For over a year and a half, I exchanged e-mails with José and his wife Susan about Catalina Rivas. I obtained copies of his book and copies of her messages. I established that he and Salvador Gómez had written hundreds of pages that are nearly identical to the material being published by Rivas, and that the pair of Mexican authors had written some of the material at least sixteen years before Katya’s “messages.” My edition of Formación de Predicadores is dated 1992, four years before her messages, which have page after page of nearly verbatim plagiarizing.

To her followers who ask me how it is possible for a peasant woman with no formal education to write books in Spanish, Polish, Greek, and Latin, I say it is simple: she copies them. It seems obvious that she did it for her Spanish messages from Jesus, and I suspect that if the Bishop who authenticated her stigmata would have put a little more energy into authenticating her messages, he would find the same is true for her works in other languages as well.

Channeling Dr. Fritz

Another whopper began with Zé Arigó (1918—1971), a Brazilian faith healer who, in the early 1950s, claimed to channel the spirit and healing power of Dr. Adolf Fritz, a German doctor who allegedly died during World War I. Arigo developed quite a reputation as a faith healer and psychic surgeon, but his ploy seemed to have been aimed at directing business toward his brother, a pharmacist. He would write out illegible prescriptions for people that only his brother could read. People came from far and wide to be cured by Arigo. His reputation soared after it was alleged that he did a bit of psychic surgery and removed a cancerous tumor from the lung of a well-known Brazilian senator. For twenty years, Arigó’s fame spread as he “cured” and “operated” on thousands of people, including the daughter of Brazil’s president. Despite his fame, he was twice convicted of practicing medicine illegally.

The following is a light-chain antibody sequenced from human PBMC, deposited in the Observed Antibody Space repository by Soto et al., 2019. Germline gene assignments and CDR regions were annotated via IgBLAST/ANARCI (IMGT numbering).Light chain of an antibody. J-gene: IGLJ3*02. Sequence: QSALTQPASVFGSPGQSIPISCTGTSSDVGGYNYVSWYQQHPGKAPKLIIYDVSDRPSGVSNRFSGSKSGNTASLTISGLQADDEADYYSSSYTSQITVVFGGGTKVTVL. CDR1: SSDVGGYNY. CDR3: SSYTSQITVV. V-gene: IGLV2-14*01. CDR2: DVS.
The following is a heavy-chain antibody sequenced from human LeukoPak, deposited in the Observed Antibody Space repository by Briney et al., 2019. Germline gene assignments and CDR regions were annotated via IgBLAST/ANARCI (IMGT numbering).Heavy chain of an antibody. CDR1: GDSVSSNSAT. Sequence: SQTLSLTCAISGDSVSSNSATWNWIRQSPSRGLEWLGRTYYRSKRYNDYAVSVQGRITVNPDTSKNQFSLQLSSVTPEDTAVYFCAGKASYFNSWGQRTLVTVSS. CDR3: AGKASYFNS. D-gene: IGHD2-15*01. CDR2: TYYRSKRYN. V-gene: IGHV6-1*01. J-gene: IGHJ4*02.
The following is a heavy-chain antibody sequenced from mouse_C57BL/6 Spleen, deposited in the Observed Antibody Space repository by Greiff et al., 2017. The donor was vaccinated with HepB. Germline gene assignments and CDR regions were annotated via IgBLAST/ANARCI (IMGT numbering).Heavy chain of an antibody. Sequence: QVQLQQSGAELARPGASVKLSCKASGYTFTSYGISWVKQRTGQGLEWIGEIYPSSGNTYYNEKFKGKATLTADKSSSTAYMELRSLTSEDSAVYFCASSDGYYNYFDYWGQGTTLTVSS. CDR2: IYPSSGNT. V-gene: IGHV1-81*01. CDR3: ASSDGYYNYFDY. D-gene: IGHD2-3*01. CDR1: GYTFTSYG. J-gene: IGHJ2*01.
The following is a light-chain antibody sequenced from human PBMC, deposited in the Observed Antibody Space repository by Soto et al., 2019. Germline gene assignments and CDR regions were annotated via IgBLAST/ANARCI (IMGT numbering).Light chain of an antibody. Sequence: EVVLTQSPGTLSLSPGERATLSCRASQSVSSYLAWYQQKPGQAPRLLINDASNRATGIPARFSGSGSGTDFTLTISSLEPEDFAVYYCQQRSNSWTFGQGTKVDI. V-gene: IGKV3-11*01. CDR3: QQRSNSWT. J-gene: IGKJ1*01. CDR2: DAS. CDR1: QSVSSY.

Arigo performed his psychic surgery with a pocketknife and a heavy German accent, perhaps to misdirect people so they wouldn’t notice his lack of concern for medical hygiene.

Arigo died in a car crash in 1971, but Dr. Fritz didn’t go with him. He took over the body of another Brazilian healer who went by the name of Oscar Wilde. (I’m not making this up.) Wilde didn’t last too long before he, too, died a violent death. After that, a gynecologist from Recife, Dr. Edson Queiroz, claimed Dr. Fritz was his. The doctor, however, was stabbed to death in 1991.

The current channeler of Dr. Fritz is engineer Rubens Farias Jr., who heals the astral body with energy healing and does some psychic surgery with unconventional instruments such as scissors. Farias is also unique in that he claimed Dr. Fritz came to him in 1986, while Dr. Queiroz was still alive. I had to consult Thomas Aquinas to see whether it is possible for the same spirit to appear in two bodies simultaneously; it turns out spirits don’t occupy space so they can be everywhere at once. Anyway, despite the dual channeling and the fact that he has also been accused of practicing medicine without a license, Farias has endless lines of people with faith in miraculous cures waiting for a bit of his magic.

Exposing the Hoaxes

Some skeptics suggest that the best way to undermine such faith and enlighten people is to demonstrate how easy it is to fake the paranormal and the supernatural. I’m not so sure. I think we could expose dozens of fake healers, but it would not make it any easier to expose the next one who comes along because we wouldn’t be destroying the underlying belief system that is needed to make the faith healer plausible. I believe this partly due to what happened with a fake psychic and a fake channeler who were sent to Australia to enlighten the people.

In 1986, Mark Plummer, former president of the Australian Skeptics and former Executive Director of CSICOP, and Dick Smith, a patron of the Australian Skeptics, invited magician and mentalist Bob Steiner to come to Australia to perform as a psychic. Steiner often pretends he is an astrologer, tarot card reader, palm reader, or a psychic. After his performances he reveals that he is not psychic but uses trickery and deceit to fake paranormal powers.